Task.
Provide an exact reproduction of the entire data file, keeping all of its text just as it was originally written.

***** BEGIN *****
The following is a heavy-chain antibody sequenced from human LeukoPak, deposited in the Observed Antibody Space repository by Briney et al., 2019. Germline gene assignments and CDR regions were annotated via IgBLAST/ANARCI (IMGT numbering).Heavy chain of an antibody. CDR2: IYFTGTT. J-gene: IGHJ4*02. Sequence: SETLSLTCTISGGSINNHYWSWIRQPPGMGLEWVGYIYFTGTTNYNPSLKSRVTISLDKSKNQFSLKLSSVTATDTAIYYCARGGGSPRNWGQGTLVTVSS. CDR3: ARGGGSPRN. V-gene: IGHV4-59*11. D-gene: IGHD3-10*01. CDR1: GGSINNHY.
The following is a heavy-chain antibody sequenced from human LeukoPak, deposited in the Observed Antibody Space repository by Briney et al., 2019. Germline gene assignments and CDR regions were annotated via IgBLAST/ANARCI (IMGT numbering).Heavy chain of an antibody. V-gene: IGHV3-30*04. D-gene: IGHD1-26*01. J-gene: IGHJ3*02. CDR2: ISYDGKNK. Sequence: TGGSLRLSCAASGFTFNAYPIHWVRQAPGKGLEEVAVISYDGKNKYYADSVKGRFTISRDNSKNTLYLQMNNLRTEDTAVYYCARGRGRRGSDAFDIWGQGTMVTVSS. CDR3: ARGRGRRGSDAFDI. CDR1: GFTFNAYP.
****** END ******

The following is a heavy-chain antibody sequenced from human LeukoPak, deposited in the Observed Antibody Space repository by Briney et al., 2019. Germline gene assignments and CDR regions were annotated via IgBLAST/ANARCI (IMGT numbering).Heavy chain of an antibody. CDR2: IYFTGTT. J-gene: IGHJ4*02. Sequence: SETLSLTCTISGGSINNHYWSWIRQPPGMGLEWVGYIYFTGTTNYNPSLKSRVTISLDKSKNQFSLKLSSVTATDTAIYYCARGGGSPRNWGQGTLVTVSS. CDR3: ARGGGSPRN. V-gene: IGHV4-59*11. D-gene: IGHD3-10*01. CDR1: GGSINNHY.
The following is a heavy-chain antibody sequenced from human LeukoPak, deposited in the Observed Antibody Space repository by Briney et al., 2019. Germline gene assignments and CDR regions were annotated via IgBLAST/ANARCI (IMGT numbering).Heavy chain of an antibody. V-gene: IGHV3-30*04. D-gene: IGHD1-26*01. J-gene: IGHJ3*02. CDR2: ISYDGKNK. Sequence: TGGSLRLSCAASGFTFNAYPIHWVRQAPGKGLEEVAVISYDGKNKYYADSVKGRFTISRDNSKNTLYLQMNNLRTEDTAVYYCARGRGRRGSDAFDIWGQGTMVTVSS. CDR3: ARGRGRRGSDAFDI. CDR1: GFTFNAYP.